Never stop receiving these words and photos (this one, with flax flowers, taken in the back yard)
Today's word reminds me we need a Plan B! Recently I've learned that French Word-A-Day is not delivering to all subscribers. Rather than panic (changing mail carriers), I'll continue sending out these posts via Feedburner. But before we lose each other, please take a moment to connect with me here, via Twitter where I may update you au cas où, or in the event....
: breakdown, failure
tomber en panne = break down (car)
une panne d'éléctricité = power failure
une panne sèche = out of gas
avoir une panne d'oreiller = ("a pillow breakdown") to oversleep
Audio File: Listen to Jean-Marc read the following sentence (and today's word and the phrase tomber en panne) Download MP3 or Wav file
Que faire en cas de panne ? 6 consignes pour préserver votre vie et celle de vos passagers si vous devez vous arrêtez sur la bande d'arrêt d'urgence. What to do in case your car breaks down? 6 instructions to save your life and those of your passengers if you have to stop on the emergency lane. --Autoroutes.fr
A DAY IN A FRENCH LIFE... by Kristin Espinasse
Wearing her Panama hat and her Mexican poncho, Jules inhaled the fresh pine air and wiggled her toes, seemingly oblivious to the exhaust fumes trailing up from the road below. Not two days after she arrived in France, Mom was barefoot on the shoulder of the highway! She may have been shoeless and stranded after my car broke down, but she was smiling bright.
I sat down beside Mom, beneath a shady umbrella pine, and we waited as cars whizzed by. "Here, hold this." I handed over my purse as a makeshift écritoire. Fishing out some old receipts, I scribbled "EN PANNE" across the flimsy paper. Next I colored in the ballpoint letters and tucked the notes on my car's front and back windows, sous les essuie-glaces.
"Lucky for us Max was home and is now coming to the rescue," I chirped, mirroring Mom's attitude. She was in such a good mood--even after loosing a shoe (her sandal broke back at the pépinière, as we tromped up and down rows of apricot and cherry trees, eventually coming to our senses and choosing a specimen that would fit in my small Citroën).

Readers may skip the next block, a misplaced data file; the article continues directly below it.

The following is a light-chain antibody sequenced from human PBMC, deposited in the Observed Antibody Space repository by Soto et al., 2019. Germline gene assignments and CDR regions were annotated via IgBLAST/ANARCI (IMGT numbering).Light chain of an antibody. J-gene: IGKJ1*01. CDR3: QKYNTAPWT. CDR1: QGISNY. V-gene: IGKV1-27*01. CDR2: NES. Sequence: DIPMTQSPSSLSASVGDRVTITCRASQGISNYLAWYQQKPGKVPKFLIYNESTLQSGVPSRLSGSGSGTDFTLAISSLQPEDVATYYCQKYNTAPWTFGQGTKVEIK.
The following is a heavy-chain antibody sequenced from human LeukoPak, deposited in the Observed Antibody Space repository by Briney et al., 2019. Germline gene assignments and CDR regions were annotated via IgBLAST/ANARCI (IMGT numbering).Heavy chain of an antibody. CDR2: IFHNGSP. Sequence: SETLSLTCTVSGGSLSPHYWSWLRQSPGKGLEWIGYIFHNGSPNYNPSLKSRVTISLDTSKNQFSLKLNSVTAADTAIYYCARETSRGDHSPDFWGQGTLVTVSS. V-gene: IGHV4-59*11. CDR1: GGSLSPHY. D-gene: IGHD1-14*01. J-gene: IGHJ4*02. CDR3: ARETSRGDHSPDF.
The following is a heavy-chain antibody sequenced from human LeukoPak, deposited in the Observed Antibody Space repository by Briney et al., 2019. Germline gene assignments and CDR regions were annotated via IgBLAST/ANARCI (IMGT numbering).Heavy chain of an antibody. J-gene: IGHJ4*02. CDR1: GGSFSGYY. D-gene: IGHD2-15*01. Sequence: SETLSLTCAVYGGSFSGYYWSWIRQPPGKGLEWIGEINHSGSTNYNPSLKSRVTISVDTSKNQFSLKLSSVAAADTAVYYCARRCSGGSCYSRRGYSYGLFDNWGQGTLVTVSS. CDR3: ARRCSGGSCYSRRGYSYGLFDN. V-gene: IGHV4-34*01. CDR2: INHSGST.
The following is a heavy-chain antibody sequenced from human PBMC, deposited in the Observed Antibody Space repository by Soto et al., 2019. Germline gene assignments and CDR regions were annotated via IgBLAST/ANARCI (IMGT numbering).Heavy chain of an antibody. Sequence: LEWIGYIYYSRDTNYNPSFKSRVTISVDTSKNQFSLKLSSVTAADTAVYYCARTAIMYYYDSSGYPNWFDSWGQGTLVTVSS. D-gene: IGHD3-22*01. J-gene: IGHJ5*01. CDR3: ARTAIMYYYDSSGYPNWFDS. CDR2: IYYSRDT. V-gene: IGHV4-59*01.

Shooting the breeze as we waited, I thanked Mom for the tall, leafy papyrus, which was recovered from the passenger seat and now stranded beside us, here on the bande d'arrêt d'urgence. "I've got another pair of sandals for you!" I added, remembering my collection--all gifts from mon beau-père John, who sends them along with Mom each time she comes to visit from her home in Mexico.
When my son arrived, I argued when he got into my car and tried to start it. "I wouldn't do that if I were you! There is a really strange odor... What if the car explodes?!"
Max brushed me off and got into my car and--amazingly--drove off! I watched as the car lurched forward and back, all the way up the road.
"What is he doing?!"
"He is taking care of things," Mom announced. "He's 19 years old. His friends' cars must break down all the time, Honey. He knows what he is doing."
Five minutes later Max was running back to us, sans voiture. "I found a parking space opposite the mechanic's."
"He's just saved you a hundred dollar tow fee," Max's grandmother pointed out. "Smart kid!"
Normally, when my son's street smarts kick in, I remind him he gets his brains from me (nevermind I was last in my class to graduate). But this time it was normal to give credit to the bright-eyed grand-mère who stood clasping her hands in admiration.
Looking at my son (who finishes high school this week) I had to admit, "You get those brains from Grandma Jules!"
Max won't be graduating last in his class, because he's madly studying for the baccalauréat. Wish him luck! He'll need to pass this high school exam to make it into a university.
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Son Max, his grand-mère Jules, and the papyrus she gave us. The sign above the tip of Mom's hat is serendipidous. It reads Merci. Thanks Max!
My beautiful maman. Plates full of salad and jam jars filled will water, we're enjoying every moment together, Mom and I! Those are Jean-Marc's muddy docksiders in the background--beside another bouquet of his vineyard wildflowers.
tomber en carafe = slang for to break down on the side of the road
une écritoire = writing tablet
en panne = broken down
un essuie-glace = windshield wiper
la pépinière = plant nursery
bande d'arrêt d'urgence = emergency lane
le beau-père = stepfather, father-in-law
In other happenings, Jean-Marc scored when a wine nursery gave him a couple dozen orphans! These Tibouren vines are an ancient variety primary grown in Provence. See the babies, above, with their waxy red "hats". The shoots will soon break through the wax and leaves will appear. Presto, a grape is born!
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For more online reading: The Lost Gardens: A Story of Two Vineyards and a Sobriety